Even when you think you're sitting still, you're not. We may not feel a thing, but each of us is actually hurling through space at astonishing speeds as our planet rotates on its axis. While performing these daily high-speed pirouettes, moreover, our collective home simultaneously rips through the firmament at roughly 67,000 miles per hour in its orbit around the Sun. Relative to the Earth, of course, our velocity can indeed be zero.
I point this out to remind us all that: (1) Relative measures can be tricky business, (2) perception can certainly blind us to reality, and (3) stepping outside one's customary frame of reference can reveal important hidden truths. Each of these lessons will now prove useful as we examine the tenuous fundamental condition of the world's dominant reserve currency: the U.S. dollar.
Understand what you're measuring
It's easy to get caught up in the game of assessing the value of fiat currencies solely in relation to each other, but within the context of the global currency crisis we presently face, I urge investors to carefully consider the limitations of a relative measure. But that's not to say the relative measure is insignificant.
The recent rally in the U.S. dollar index does indeed illuminate some important dynamics within the currency world. As unattractive as U.S. Treasury bonds may be at today's historically low yields, appetite for euro currency exposure appears lower still as the ferocity of Europe's meltdown brings the very survivability of the currency into question. The outlook for further structural impairment of the euro is set in stone as Spain grasps for a handout and Italy braces for its own inevitable moment in the crosshairs. Just last week, the European Central Bank diluted its balance sheet by accepting weaker forms of collateral to include asset-backed securities relating to auto loans, small-business loans, and mortgages (commercial and residential).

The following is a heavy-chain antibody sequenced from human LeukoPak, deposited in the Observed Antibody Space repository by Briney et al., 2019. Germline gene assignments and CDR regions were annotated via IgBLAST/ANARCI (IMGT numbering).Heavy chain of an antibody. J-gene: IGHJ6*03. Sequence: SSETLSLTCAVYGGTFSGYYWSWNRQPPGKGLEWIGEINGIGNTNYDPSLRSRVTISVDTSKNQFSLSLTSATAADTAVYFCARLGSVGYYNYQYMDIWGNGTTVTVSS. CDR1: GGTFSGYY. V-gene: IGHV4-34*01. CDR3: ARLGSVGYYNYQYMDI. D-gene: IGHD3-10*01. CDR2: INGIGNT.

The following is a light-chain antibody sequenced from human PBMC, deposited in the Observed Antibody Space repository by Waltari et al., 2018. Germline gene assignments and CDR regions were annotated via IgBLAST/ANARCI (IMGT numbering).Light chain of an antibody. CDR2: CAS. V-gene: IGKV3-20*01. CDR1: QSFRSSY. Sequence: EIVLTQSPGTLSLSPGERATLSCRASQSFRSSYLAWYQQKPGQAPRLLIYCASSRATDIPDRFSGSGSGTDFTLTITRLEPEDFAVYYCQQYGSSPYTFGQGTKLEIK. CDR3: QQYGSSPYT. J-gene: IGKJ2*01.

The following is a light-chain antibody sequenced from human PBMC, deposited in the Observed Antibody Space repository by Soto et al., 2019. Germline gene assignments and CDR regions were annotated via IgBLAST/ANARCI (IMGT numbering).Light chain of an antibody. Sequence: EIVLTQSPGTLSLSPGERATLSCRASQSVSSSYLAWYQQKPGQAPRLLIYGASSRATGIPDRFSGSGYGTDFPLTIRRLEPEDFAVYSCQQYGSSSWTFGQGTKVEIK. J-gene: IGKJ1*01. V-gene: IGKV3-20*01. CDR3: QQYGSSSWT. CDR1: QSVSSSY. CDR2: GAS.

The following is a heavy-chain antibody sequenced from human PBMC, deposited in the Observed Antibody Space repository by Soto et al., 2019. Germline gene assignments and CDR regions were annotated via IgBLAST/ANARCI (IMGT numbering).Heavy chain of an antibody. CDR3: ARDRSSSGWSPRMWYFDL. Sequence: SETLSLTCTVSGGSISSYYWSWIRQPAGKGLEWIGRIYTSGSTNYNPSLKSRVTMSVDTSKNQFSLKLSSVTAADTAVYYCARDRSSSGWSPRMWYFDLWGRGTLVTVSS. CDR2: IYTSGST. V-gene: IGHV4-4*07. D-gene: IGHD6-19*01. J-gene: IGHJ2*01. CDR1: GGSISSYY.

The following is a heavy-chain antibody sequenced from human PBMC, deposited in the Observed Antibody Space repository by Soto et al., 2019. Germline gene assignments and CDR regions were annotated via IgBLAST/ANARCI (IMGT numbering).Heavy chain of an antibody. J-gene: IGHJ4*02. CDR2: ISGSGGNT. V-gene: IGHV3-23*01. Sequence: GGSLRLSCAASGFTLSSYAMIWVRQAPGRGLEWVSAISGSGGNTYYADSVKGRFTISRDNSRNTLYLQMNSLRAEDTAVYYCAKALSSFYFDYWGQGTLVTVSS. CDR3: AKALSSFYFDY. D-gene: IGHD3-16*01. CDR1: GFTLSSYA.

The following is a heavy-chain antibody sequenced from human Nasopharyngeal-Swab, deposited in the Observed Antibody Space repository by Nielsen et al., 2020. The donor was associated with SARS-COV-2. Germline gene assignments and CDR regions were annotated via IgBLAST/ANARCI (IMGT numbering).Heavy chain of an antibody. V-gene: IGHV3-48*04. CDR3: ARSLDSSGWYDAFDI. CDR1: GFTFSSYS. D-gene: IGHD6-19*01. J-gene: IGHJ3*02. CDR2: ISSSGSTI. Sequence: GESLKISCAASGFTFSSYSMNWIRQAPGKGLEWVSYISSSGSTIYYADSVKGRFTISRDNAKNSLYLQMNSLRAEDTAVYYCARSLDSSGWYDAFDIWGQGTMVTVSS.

Because the dollar index measures the greenback against a weighted basket of currencies, with the euro accounting for 57.6% of that basket, it goes without saying that a crisis-driven exodus from the euro will make the dollar appear strong by comparison. Together with the British pound and Japanese yen, these top three weightings in the dollar index account for 83.1% of the dollar's relative valuation!